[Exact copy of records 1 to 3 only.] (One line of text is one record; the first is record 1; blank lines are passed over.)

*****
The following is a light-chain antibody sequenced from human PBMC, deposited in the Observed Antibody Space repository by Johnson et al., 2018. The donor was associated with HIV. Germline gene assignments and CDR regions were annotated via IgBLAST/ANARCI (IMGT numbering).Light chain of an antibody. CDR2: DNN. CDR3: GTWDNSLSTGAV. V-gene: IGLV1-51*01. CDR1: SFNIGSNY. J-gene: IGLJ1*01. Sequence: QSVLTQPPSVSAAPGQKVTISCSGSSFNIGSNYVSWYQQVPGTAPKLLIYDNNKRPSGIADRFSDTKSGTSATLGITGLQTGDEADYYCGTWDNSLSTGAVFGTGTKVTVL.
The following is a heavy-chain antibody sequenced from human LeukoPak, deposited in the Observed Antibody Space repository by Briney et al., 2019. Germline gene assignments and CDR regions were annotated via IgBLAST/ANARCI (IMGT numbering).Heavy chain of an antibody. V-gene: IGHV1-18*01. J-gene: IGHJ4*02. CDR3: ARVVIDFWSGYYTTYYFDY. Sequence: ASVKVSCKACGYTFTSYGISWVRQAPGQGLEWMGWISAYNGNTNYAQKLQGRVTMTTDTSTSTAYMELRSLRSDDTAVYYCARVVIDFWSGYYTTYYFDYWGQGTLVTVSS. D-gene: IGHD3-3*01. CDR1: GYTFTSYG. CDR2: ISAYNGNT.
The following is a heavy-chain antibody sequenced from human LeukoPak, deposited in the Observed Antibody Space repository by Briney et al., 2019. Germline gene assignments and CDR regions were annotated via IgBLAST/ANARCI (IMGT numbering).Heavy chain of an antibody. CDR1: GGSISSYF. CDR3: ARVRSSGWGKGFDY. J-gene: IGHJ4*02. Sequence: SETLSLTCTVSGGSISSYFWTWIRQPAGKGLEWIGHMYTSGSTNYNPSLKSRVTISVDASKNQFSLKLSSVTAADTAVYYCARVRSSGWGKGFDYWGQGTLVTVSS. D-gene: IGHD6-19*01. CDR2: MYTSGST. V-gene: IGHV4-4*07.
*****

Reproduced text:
The following is a light-chain antibody sequenced from human PBMC, deposited in the Observed Antibody Space repository by Johnson et al., 2018. The donor was associated with HIV. Germline gene assignments and CDR regions were annotated via IgBLAST/ANARCI (IMGT numbering).Light chain of an antibody. CDR2: DNN. CDR3: GTWDNSLSTGAV. V-gene: IGLV1-51*01. CDR1: SFNIGSNY. J-gene: IGLJ1*01. Sequence: QSVLTQPPSVSAAPGQKVTISCSGSSFNIGSNYVSWYQQVPGTAPKLLIYDNNKRPSGIADRFSDTKSGTSATLGITGLQTGDEADYYCGTWDNSLSTGAVFGTGTKVTVL.
The following is a heavy-chain antibody sequenced from human LeukoPak, deposited in the Observed Antibody Space repository by Briney et al., 2019. Germline gene assignments and CDR regions were annotated via IgBLAST/ANARCI (IMGT numbering).Heavy chain of an antibody. V-gene: IGHV1-18*01. J-gene: IGHJ4*02. CDR3: ARVVIDFWSGYYTTYYFDY. Sequence: ASVKVSCKACGYTFTSYGISWVRQAPGQGLEWMGWISAYNGNTNYAQKLQGRVTMTTDTSTSTAYMELRSLRSDDTAVYYCARVVIDFWSGYYTTYYFDYWGQGTLVTVSS. D-gene: IGHD3-3*01. CDR1: GYTFTSYG. CDR2: ISAYNGNT.
The following is a heavy-chain antibody sequenced from human LeukoPak, deposited in the Observed Antibody Space repository by Briney et al., 2019. Germline gene assignments and CDR regions were annotated via IgBLAST/ANARCI (IMGT numbering).Heavy chain of an antibody. CDR1: GGSISSYF. CDR3: ARVRSSGWGKGFDY. J-gene: IGHJ4*02. Sequence: SETLSLTCTVSGGSISSYFWTWIRQPAGKGLEWIGHMYTSGSTNYNPSLKSRVTISVDASKNQFSLKLSSVTAADTAVYYCARVRSSGWGKGFDYWGQGTLVTVSS. D-gene: IGHD6-19*01. CDR2: MYTSGST. V-gene: IGHV4-4*07.